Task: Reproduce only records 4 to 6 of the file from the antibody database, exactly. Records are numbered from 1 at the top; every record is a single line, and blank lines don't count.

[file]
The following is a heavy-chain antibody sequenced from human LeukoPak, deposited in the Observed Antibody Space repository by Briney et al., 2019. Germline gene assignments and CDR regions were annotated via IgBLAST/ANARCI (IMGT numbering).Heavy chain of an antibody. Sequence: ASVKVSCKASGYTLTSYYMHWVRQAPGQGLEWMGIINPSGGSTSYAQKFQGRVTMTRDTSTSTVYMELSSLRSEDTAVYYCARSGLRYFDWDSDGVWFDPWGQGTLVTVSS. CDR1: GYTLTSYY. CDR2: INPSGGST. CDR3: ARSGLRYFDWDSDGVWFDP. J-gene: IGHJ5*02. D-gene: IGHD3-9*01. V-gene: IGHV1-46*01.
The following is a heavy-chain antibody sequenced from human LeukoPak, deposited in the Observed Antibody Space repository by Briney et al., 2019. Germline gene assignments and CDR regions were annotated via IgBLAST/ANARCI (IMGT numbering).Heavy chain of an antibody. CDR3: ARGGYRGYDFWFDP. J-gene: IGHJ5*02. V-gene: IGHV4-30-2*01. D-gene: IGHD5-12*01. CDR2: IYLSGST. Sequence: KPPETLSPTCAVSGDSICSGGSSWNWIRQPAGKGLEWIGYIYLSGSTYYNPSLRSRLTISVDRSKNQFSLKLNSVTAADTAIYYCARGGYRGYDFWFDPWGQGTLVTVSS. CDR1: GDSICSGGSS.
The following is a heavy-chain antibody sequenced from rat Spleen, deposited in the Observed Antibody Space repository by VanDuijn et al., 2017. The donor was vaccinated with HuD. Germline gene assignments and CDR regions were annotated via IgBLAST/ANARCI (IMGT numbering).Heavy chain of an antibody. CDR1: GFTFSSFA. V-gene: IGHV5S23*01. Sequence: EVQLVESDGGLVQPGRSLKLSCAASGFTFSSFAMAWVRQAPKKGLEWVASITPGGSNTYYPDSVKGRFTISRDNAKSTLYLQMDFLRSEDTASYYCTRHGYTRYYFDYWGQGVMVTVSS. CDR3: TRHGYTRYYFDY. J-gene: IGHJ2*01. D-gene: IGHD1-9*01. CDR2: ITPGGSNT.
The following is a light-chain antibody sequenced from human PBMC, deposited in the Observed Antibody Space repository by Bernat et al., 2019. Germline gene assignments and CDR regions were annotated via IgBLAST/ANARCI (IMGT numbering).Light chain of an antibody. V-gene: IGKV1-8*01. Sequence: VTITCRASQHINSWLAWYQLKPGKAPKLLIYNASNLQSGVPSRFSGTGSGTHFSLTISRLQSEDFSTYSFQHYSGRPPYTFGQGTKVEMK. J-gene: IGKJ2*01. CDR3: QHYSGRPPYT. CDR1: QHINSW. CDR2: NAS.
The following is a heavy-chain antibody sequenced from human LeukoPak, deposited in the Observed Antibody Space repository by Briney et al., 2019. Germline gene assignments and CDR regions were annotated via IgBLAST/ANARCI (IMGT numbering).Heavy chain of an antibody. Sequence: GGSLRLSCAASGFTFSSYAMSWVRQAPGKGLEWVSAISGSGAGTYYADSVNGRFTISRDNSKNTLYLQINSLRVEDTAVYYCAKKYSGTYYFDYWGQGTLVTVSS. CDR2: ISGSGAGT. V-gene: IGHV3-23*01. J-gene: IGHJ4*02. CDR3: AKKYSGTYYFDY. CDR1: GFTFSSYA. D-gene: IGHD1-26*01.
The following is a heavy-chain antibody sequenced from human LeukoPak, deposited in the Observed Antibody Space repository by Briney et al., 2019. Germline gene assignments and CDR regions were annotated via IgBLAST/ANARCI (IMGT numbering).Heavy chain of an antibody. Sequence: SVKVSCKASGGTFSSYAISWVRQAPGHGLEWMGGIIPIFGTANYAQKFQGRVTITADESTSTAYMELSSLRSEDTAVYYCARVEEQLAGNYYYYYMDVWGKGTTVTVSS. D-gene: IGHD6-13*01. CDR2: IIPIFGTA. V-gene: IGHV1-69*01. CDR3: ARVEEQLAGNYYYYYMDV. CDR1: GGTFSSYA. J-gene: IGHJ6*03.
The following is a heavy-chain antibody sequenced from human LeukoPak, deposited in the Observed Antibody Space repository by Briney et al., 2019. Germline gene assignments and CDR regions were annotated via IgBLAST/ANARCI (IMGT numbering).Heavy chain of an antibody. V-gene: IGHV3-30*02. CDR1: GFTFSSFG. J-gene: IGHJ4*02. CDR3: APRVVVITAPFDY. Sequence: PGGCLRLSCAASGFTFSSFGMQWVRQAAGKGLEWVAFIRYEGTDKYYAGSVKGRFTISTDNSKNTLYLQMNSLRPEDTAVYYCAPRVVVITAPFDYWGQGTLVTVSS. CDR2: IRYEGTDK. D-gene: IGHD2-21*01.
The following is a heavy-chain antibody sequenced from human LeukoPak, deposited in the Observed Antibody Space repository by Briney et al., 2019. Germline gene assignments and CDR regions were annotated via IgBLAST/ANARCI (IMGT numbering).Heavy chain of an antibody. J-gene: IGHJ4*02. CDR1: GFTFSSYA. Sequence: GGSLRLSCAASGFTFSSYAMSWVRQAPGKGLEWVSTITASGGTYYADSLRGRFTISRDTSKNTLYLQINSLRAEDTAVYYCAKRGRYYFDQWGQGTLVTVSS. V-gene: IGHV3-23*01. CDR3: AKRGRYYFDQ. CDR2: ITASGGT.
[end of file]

The following is a light-chain antibody sequenced from human PBMC, deposited in the Observed Antibody Space repository by Bernat et al., 2019. Germline gene assignments and CDR regions were annotated via IgBLAST/ANARCI (IMGT numbering).Light chain of an antibody. V-gene: IGKV1-8*01. Sequence: VTITCRASQHINSWLAWYQLKPGKAPKLLIYNASNLQSGVPSRFSGTGSGTHFSLTISRLQSEDFSTYSFQHYSGRPPYTFGQGTKVEMK. J-gene: IGKJ2*01. CDR3: QHYSGRPPYT. CDR1: QHINSW. CDR2: NAS.
The following is a heavy-chain antibody sequenced from human LeukoPak, deposited in the Observed Antibody Space repository by Briney et al., 2019. Germline gene assignments and CDR regions were annotated via IgBLAST/ANARCI (IMGT numbering).Heavy chain of an antibody. Sequence: GGSLRLSCAASGFTFSSYAMSWVRQAPGKGLEWVSAISGSGAGTYYADSVNGRFTISRDNSKNTLYLQINSLRVEDTAVYYCAKKYSGTYYFDYWGQGTLVTVSS. CDR2: ISGSGAGT. V-gene: IGHV3-23*01. J-gene: IGHJ4*02. CDR3: AKKYSGTYYFDY. CDR1: GFTFSSYA. D-gene: IGHD1-26*01.
The following is a heavy-chain antibody sequenced from human LeukoPak, deposited in the Observed Antibody Space repository by Briney et al., 2019. Germline gene assignments and CDR regions were annotated via IgBLAST/ANARCI (IMGT numbering).Heavy chain of an antibody. Sequence: SVKVSCKASGGTFSSYAISWVRQAPGHGLEWMGGIIPIFGTANYAQKFQGRVTITADESTSTAYMELSSLRSEDTAVYYCARVEEQLAGNYYYYYMDVWGKGTTVTVSS. D-gene: IGHD6-13*01. CDR2: IIPIFGTA. V-gene: IGHV1-69*01. CDR3: ARVEEQLAGNYYYYYMDV. CDR1: GGTFSSYA. J-gene: IGHJ6*03.